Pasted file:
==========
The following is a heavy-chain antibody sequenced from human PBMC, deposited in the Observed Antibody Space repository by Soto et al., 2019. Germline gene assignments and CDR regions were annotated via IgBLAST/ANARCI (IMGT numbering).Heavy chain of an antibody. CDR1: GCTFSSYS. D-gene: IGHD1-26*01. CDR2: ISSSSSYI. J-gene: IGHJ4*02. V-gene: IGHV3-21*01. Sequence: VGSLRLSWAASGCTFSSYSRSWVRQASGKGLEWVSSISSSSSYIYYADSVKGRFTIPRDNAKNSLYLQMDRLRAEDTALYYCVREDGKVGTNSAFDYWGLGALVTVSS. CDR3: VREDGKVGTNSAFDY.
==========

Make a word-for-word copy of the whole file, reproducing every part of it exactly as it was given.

The following is a heavy-chain antibody sequenced from human PBMC, deposited in the Observed Antibody Space repository by Soto et al., 2019. Germline gene assignments and CDR regions were annotated via IgBLAST/ANARCI (IMGT numbering).Heavy chain of an antibody. CDR1: GCTFSSYS. D-gene: IGHD1-26*01. CDR2: ISSSSSYI. J-gene: IGHJ4*02. V-gene: IGHV3-21*01. Sequence: VGSLRLSWAASGCTFSSYSRSWVRQASGKGLEWVSSISSSSSYIYYADSVKGRFTIPRDNAKNSLYLQMDRLRAEDTALYYCVREDGKVGTNSAFDYWGLGALVTVSS. CDR3: VREDGKVGTNSAFDY.